Old Evening Star Building on Pennsylvania Avenue, Washington, D.C. -- Source: Carol M. Highsmith Archive (Library of Congress)
This spring Readex
will begin releasing a complete 70-year span of The Evening Star
—one of the most influential newspapers in U.S. history. For more than a century, historians have regarded The Evening Star
as the newspaper of record for the nation’s capital. Today, curators from leading newspaper repositories cite this long-running afternoon daily as one of their most heavily researched papers.
Man buying The Evening Star from newsboy -- Source: National Photo Company Collection (Library of Congress)
In digital form, this long-awaited archive of the Star
will provide a searchable facsimile of every page of every issue from its founding on December 16, 1852 to December 31, 1922. Even in its earliest years, the Star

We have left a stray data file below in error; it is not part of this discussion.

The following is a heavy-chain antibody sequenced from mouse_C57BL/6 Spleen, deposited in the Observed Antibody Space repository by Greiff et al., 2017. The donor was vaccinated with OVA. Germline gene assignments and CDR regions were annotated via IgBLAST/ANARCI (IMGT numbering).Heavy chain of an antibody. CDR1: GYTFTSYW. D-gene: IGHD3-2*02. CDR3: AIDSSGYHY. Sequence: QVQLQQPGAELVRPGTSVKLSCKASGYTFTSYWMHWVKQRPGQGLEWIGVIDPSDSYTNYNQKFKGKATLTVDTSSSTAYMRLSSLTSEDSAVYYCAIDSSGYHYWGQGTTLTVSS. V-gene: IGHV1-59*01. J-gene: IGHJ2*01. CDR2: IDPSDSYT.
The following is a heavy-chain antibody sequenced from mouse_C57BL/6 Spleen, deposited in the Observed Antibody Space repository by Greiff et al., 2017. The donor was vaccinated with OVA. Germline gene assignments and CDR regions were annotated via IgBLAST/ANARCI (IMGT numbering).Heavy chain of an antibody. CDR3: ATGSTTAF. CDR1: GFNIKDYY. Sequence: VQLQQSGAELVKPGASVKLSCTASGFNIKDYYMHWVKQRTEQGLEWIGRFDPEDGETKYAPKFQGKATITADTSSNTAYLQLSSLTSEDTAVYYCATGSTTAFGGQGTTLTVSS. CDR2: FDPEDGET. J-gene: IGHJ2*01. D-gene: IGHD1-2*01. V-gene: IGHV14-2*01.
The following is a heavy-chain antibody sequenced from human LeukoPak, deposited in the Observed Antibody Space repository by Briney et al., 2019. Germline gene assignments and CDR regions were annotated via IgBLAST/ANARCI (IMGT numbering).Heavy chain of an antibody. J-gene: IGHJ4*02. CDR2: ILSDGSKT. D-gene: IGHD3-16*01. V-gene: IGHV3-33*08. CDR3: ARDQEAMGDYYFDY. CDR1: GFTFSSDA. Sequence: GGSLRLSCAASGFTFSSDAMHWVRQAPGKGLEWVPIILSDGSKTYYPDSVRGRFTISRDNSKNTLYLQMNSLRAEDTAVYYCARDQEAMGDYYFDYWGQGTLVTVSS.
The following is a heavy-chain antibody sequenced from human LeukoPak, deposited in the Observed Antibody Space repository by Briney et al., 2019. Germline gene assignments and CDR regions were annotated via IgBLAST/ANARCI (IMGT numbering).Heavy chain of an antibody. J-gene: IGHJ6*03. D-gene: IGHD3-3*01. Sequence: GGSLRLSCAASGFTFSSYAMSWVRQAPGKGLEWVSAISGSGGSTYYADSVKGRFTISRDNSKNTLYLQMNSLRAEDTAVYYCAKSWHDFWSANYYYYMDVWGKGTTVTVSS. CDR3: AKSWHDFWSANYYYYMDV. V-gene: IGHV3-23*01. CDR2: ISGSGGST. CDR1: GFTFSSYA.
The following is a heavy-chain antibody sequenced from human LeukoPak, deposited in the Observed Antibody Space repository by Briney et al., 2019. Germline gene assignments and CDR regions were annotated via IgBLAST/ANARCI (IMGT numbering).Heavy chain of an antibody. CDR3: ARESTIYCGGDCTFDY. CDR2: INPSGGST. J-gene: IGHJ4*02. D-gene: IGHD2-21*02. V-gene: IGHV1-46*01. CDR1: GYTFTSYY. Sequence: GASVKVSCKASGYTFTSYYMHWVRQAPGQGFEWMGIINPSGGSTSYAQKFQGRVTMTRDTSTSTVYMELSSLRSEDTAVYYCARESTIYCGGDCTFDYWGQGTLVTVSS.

was a conservative powerhouse, not afraid to buck Washington’s prevailing political winds. Its excellent reporting during the Civil War increased its popularity and circulation; even today Civil War historians frequently cite Star
articles at length.
Students and scholars will have easy access to fresh perspectives on such topics as the Dred Scott decision, Lincoln assassination, founding of the first national association of unions and the National Woman Suffrage Association, establishment of the Civil Service, absorption of Georgetown into Washington, Supreme Court ruling of “separate but equal,” entry of American women into public life, passage of the Selective Service Act, segregation in the federal bureaucracy, and passage of both the 18th and 19th Amendments, which prohibited alcohol and gave women voting rights.
Headquarters, National American Woman Suffrage Association. Source: Harris & Ewing Collection (Library of Congress)